(BHENOK TIBEBU/The Ethiopian Herald, 24 March 2018)
After 18 months of researches and exploration with partners, Ethiopian Geological Survey has identified 23 geothermal energy potential areas in the Ethiopian Rift Valley Zone, it dislosed. Tamiru Mersha, Communication Affairs Director at the Ethiopian Geological Survey, told The Ethiopian Herald that a potential of over 10,000 Mega Wats (MW) geothermal energy was discovered in that area.
The 2018 Hydropower Status Report offers insights and trends on the hydropower sector. Now in its fifth edition, the report provides information and statistics on installed capacity and estimated generation by country and by region, articles by leading energy and environment ministers, and results of a sector-wide survey on the future of hydropower. In the report, Ethiopia tops Africa by having an installed capacity of 3822MW, followed by South Africa with 3,595 MW, Egypt with 2,844 MW and DR Congo with 2,593 MW.
State owned consulting firm stretches to Tanzania, Nigeria . The Ministry of Water, Irrigation and Electricity (MoWIE) has inked an agreement with the Ethiopian Construction Design & Supervision Works Corporation to conduct a pre-feasibility and feasibility studies for the construction of a 150 Megawatt (MW) Wabi Hydroelectric power project in the Southern Regional State. The contract agreement, which was signed on Thursday, has commissioned the Corporation to conduct a study to establish the feasibility of a new power project designed to have 150 MW hydropower in the Gurage Zone of the Southern Region.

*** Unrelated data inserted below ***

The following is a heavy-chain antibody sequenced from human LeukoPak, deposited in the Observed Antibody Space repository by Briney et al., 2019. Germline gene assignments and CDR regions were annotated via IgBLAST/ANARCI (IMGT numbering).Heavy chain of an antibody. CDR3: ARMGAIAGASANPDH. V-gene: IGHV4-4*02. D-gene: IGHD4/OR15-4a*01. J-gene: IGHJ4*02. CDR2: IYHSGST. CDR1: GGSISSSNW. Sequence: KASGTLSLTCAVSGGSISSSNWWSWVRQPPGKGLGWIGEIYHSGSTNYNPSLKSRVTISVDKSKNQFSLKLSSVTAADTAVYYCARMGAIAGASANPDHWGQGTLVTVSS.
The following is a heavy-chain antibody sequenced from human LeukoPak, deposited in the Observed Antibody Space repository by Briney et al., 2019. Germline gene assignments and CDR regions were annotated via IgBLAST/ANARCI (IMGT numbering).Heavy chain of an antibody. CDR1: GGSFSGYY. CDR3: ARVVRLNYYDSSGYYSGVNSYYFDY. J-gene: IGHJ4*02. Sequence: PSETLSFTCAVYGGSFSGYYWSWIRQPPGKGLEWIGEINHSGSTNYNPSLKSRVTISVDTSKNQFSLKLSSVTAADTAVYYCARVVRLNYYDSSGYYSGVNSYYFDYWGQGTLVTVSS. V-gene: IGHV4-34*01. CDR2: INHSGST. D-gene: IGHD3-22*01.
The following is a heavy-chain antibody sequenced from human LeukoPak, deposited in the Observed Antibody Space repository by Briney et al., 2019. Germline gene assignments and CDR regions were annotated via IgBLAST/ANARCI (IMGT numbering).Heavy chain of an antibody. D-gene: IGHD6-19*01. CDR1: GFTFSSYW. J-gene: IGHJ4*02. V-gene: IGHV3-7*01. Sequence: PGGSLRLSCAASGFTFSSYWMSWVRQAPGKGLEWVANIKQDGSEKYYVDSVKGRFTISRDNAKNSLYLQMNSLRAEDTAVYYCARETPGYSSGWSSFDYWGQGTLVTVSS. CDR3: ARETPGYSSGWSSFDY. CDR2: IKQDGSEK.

Despite the impressive grid expansion in Ethiopia to date, the percentage of electrified households remains low at only about 33%. The Government’s recently launched National Electrification Program envisions that by 2025, 65% of the population will be connected to the grid as they place a strong emphasis on scaling up connections in areas within short-term reach of the grid.
The other 35% – or around 7.7 million households – will need an interim off-grid solution while waiting for grid expansion, or even a permanent one where appropriate, such as in very remote areas where grid access will remain too costly and logistically challenging even in the long term.